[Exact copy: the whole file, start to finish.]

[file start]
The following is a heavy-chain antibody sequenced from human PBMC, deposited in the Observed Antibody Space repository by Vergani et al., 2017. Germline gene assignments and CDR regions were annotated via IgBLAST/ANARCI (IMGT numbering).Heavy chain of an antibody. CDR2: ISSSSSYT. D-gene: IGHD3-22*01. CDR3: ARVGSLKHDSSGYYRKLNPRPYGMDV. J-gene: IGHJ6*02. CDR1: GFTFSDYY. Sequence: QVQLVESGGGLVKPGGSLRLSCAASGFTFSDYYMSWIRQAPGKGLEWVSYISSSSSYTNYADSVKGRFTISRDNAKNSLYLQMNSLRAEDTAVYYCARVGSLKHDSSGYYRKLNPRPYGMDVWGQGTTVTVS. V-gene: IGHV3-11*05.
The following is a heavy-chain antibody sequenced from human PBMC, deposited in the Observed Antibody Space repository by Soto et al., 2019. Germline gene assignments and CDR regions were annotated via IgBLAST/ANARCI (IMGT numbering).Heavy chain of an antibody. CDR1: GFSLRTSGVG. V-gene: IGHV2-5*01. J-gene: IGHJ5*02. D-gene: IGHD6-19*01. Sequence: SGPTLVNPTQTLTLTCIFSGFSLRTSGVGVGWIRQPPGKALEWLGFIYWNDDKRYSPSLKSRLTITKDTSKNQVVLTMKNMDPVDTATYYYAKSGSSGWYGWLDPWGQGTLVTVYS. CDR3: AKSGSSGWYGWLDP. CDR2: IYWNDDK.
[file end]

The following is a heavy-chain antibody sequenced from human PBMC, deposited in the Observed Antibody Space repository by Vergani et al., 2017. Germline gene assignments and CDR regions were annotated via IgBLAST/ANARCI (IMGT numbering).Heavy chain of an antibody. CDR2: ISSSSSYT. D-gene: IGHD3-22*01. CDR3: ARVGSLKHDSSGYYRKLNPRPYGMDV. J-gene: IGHJ6*02. CDR1: GFTFSDYY. Sequence: QVQLVESGGGLVKPGGSLRLSCAASGFTFSDYYMSWIRQAPGKGLEWVSYISSSSSYTNYADSVKGRFTISRDNAKNSLYLQMNSLRAEDTAVYYCARVGSLKHDSSGYYRKLNPRPYGMDVWGQGTTVTVS. V-gene: IGHV3-11*05.
The following is a heavy-chain antibody sequenced from human PBMC, deposited in the Observed Antibody Space repository by Soto et al., 2019. Germline gene assignments and CDR regions were annotated via IgBLAST/ANARCI (IMGT numbering).Heavy chain of an antibody. CDR1: GFSLRTSGVG. V-gene: IGHV2-5*01. J-gene: IGHJ5*02. D-gene: IGHD6-19*01. Sequence: SGPTLVNPTQTLTLTCIFSGFSLRTSGVGVGWIRQPPGKALEWLGFIYWNDDKRYSPSLKSRLTITKDTSKNQVVLTMKNMDPVDTATYYYAKSGSSGWYGWLDPWGQGTLVTVYS. CDR3: AKSGSSGWYGWLDP. CDR2: IYWNDDK.